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One of them, “Allegro,” is anchored by Jumbo, a major grocery store and supermarket that’s the closest in concept here to Walmart, Sam’s Club, and/or Costco. Jumbo has its own “little” box store attached which sells all different types of electrodomésticos (household appliances) at discounted prices. There’s also a laundry opposite Jumbo, where you can have five shirts washed and ironed by hand for under $10.
The Allegro mall offers underground parking, as well as a food court comprising half a dozen or so eateries ... a bowling alley, and a multiplex cinema showing the latest movies (often, American flicks with Portuguese subtitles).
Among the other stores (“lojas”) in this two-story mall are an optician, a household goods shop not unlike World Bazaar or Pier One Imports,and a discount shoe store with an attractive selection for men, women, and children; a health “supplement” store, a bowling alley, a pharmacy, and a unisex clothing store ... as well as random pop-up kiosks.
Nearby is another shopping center, The Forum, which reminds me more of the stores populating malls in the USA when they were magnets attracting folks for shopping and socializing. With covered parking rather than underground, the Forum, too, has its own fabulous food court comprising nearly half of the upper level.
In addition to a host of delicious “fast-food restaurants” – our favorites are the kabob place (a complete meal with an overstuffed kabob featuring your choice of meat or chicken + French fried potatoes + a drink ... that costs just five euros!) and a “churrasqueira” (barbecue grill) – are various options.
Out of nostalgia, on our first trip to the Forum, we ate at Burger King (there’s a Subway sandwich shop there, too).
Not a good choice, all things considered.
Clustered around the food court topping the lower level are the types of shops I remember, that formerly filled our American malls: several franchised clothing stores, opticians, sporting goods shops, electronics and appliance dealers, footwear, booksellers, a gift shop or two, a place to buy religious icons and paraphernalia, a discount cosmetics shop, an ice cream parlor, and yet another shoe store.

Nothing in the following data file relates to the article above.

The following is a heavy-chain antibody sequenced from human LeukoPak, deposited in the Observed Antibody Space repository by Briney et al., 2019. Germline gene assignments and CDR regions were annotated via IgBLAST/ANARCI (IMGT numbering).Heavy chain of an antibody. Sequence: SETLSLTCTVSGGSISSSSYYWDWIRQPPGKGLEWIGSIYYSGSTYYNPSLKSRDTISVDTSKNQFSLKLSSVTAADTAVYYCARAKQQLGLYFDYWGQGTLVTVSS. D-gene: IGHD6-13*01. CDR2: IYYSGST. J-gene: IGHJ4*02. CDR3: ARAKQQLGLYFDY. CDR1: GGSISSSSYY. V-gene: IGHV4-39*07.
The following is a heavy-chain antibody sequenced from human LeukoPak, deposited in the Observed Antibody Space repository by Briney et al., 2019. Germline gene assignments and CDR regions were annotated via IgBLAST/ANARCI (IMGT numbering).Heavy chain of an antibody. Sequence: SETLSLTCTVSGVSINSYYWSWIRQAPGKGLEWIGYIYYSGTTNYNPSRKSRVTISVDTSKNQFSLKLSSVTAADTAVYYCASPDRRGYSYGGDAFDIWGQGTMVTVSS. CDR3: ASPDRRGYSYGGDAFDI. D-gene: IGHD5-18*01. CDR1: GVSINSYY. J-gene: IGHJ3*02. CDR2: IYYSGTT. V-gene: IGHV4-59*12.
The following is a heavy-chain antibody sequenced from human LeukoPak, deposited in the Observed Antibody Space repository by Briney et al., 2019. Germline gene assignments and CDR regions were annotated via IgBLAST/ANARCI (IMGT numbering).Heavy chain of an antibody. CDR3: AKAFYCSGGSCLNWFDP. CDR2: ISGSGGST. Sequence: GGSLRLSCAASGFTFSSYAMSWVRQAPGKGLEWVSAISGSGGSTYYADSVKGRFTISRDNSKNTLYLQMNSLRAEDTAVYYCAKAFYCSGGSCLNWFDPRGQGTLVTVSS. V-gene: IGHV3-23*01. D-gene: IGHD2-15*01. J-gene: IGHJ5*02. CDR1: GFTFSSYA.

Taking a trip to Allegro or the Forum is like returning to yesteryear, when America really was great. (Insider joke: “MAGA!”) There are the throngs of window-shoppers, people queuing up to pay for their purchases, families and friends socializing, that made malls and shopping centers a normative chapter in American life.
Unlike the vacancies, closures, and ghetto-ization of malls happening in the USA, however, people here in Portugal go there to shop and spend money— the heyday hallmarks of our former suburban centers ... before their anchor stores went bankrupt, drowning ancillary shops, closing the cineplexes, and leaving but a few lonely holdouts hoping that things would turnaround again.
Other outposts drawing shoppers to the industrial zone are the car dealerships, “big box” stores, stand-alone “hiper” markets and major grocery stores, furniture emporiums, tire shops, linen outlets, and the largest Chinese bazaar of them all. There’s also a second-hand furniture shop, as well as the manufacturing facilities that give the area its name.
This is where we found the new kitchen showroom and production place where we ordered ours, choosing from a wide selection of cupboards and cabinets, drawer and door pulls, sinks and spigots, granite counters and back splashes, all shown to us by a knowledgeable and congenial young sales associate.
To my unindoctrinated eyes, one of the nicest things about shopping in Castelo Branco is that consumers still have a choice of venues: the hustle-bustle crowds in these shopping centers don’t necessarily compete with the more tranquil specialty shops along the avenues, side streets, and back alley hideaways where people still stroll, enjoy a cup of coffee, a couple of cervejas, or glass of wine at the outdoor cafes ... dining out or inside the plethora of family restaurants and chef-owned cuisines that haven’t been gobbled up by the chains.
Bruce Joffe is an award-winning author of six books, academic research and journal articles, bylined newspaper stories, magazine features, essay/blogs, and progressive, peer-reviewed sermons, you can find him on his facebook page Bruce H Joffe